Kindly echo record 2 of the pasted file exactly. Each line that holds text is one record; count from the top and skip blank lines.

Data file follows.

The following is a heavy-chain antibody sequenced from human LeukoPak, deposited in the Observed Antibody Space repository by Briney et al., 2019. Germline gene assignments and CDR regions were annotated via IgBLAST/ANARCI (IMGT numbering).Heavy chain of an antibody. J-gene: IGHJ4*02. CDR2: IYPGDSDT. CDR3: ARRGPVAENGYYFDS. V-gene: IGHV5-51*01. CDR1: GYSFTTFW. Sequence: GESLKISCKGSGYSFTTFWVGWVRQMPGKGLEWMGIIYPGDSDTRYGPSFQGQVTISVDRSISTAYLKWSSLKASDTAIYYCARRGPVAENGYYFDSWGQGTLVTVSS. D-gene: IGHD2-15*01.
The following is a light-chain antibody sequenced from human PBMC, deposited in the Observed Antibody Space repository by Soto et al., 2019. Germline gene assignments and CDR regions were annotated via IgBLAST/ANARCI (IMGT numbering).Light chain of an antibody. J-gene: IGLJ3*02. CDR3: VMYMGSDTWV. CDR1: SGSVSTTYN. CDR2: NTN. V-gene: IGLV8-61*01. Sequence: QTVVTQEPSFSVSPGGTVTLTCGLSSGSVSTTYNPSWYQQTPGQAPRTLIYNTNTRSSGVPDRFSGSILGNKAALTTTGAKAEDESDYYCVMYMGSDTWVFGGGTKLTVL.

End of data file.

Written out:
The following is a light-chain antibody sequenced from human PBMC, deposited in the Observed Antibody Space repository by Soto et al., 2019. Germline gene assignments and CDR regions were annotated via IgBLAST/ANARCI (IMGT numbering).Light chain of an antibody. J-gene: IGLJ3*02. CDR3: VMYMGSDTWV. CDR1: SGSVSTTYN. CDR2: NTN. V-gene: IGLV8-61*01. Sequence: QTVVTQEPSFSVSPGGTVTLTCGLSSGSVSTTYNPSWYQQTPGQAPRTLIYNTNTRSSGVPDRFSGSILGNKAALTTTGAKAEDESDYYCVMYMGSDTWVFGGGTKLTVL.